Franco and Matheny show that there is a new analytical focus in Kansas City

Oftentimes, when it comes to talking about “analytical” baseball teams, the Royals are often not mentioned. The Tampa Bay Rays, the Oakland Athletics, and the Houston Astros have a reputation in baseball for being organizations that rely heavy on advanced data, and let it drive everything they do as an organization. Even across the state of Missouri in St. Louis, the Cardinals are known for being a more analytically-focused club than their western Missouri counterparts.

And that is a bit unfair to the Royals. While Michael Lewis will not write a book about Dayton Moore or the Royals anytime soon (unless he wants to talk about the “new drug” or something), the Royals have low-key been one of the more active teams when it comes to data under Moore’s tenure.

Back in 2015, ESPN wrote a feature that rated the analytic-friendliness of MLB teams, and the Royals ranked in the “Believers” category, signifying that they used data and analytics for player and team decisions more than the average baseball club. Here is what ESPN writer Ben Baumer said about the Royals’ use of analytics in his piece:

“[Dayton] Moore quietly assembled one of the most talented analytics departments in baseball…The Royals have shown marked improvement on the field, becoming leaders in formerly tough-to-quantify areas. Over the past two years, they’ve led all of baseball in both runs gained via baserunning and defensive runs saved, according to FanGraphs, and they’ve been among the most frequent deployers of defensive shifts.”

“The Great Analytics Rankings” -Ben Baumer, ESPN, February 23rd, 2015

Defense and baserunning have been the calling cards of the Royals, especially during the Moore-Ned Yost partnership which lasted about a decade. From 2010-2019, roughly Yost’s time as manager, the Royals have stolen the most bases in baseball (1,256). And with speed demons like Jarrod Dyson, Lorenzo Cain, Terrance Gore, Adalberto Mondesi, and even Whit Merrifield, it made sense that Yost utilized his talents in such a fashion. Over his tenure as manager, Yost’s teams had a stealing 2nd base rate of 8.3 percent, and a stealing third base rate of 2.2, higher rates in comparison to other managers.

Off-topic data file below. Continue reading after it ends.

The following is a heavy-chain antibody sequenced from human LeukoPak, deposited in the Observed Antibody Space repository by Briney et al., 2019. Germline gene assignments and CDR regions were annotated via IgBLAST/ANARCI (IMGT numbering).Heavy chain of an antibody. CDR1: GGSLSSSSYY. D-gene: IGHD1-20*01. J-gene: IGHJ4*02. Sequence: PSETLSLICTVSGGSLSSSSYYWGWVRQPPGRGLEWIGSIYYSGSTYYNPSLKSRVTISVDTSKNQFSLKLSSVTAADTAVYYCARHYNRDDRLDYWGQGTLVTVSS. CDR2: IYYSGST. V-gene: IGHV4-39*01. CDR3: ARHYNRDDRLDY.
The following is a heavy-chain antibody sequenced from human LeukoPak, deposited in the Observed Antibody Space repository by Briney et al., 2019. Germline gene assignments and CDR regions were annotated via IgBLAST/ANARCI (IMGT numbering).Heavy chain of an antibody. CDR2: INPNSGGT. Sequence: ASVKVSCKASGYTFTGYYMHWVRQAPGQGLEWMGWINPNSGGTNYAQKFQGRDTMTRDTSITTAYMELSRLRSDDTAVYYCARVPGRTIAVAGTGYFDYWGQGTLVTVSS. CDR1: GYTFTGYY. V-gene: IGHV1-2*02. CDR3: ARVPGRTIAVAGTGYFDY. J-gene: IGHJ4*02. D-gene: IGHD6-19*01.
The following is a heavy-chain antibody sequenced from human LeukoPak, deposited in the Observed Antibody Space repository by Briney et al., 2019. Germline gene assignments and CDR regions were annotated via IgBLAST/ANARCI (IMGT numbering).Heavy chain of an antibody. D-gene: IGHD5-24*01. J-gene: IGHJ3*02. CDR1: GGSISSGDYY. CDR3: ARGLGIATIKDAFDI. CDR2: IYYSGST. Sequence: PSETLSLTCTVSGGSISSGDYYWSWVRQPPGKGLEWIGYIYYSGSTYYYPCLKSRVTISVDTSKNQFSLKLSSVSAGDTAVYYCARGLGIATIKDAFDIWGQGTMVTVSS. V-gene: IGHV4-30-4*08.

That being said, while the stolen bases provided some exciting play for Royals fans at Kauffman Stadium and away, it is questionable if the strategy yielded positive results long term. Yes, the Royals won two pennants in 2014 and 2015, and a World Series title during the second pennant run, but Yost’s record as manager was sub. 500, and was marked by back-to-back 100-loss seasons during his final two campaigns. And while the Royals led in total stolen bases over the past decade, it didn’t necessarily correlate to more runs, at the Royals ranked 21st over the past decade in term of BsR, which is baserunning runs generated over that 10-year span, according to Fangraphs.

While the Yost tenure certainly had its highs, this past Winter may signify that Moore may be shifting the Royals’ identity a bit in this new era under first-year manager Mike Matheny. And this priority shift is not only evident by the Matheny hire and what Matheny has preached this Spring, but also in the signing of Maikel Franco, the Royals’ main free agent acquired this off-season.

Because if the Royals still prioritized defense and fielding, then Franco would have made little to no sense for the Royals.

I talked about Moore signing Franco this off-season as a sign that the Moore and the Royals may be shifting their analytical focus in 2020 and beyond. The Royals, who have been known for employing strong defensive outfielders such as Dyson, Cain, and multiple Gold Glove winner Alex Gordon, just to name a few, were expected to perhaps go after another outfielder in that mold, or perhaps give Brett Phillips or Bubba Starling a chance, since their defensive tools were the strongest aspects of their game.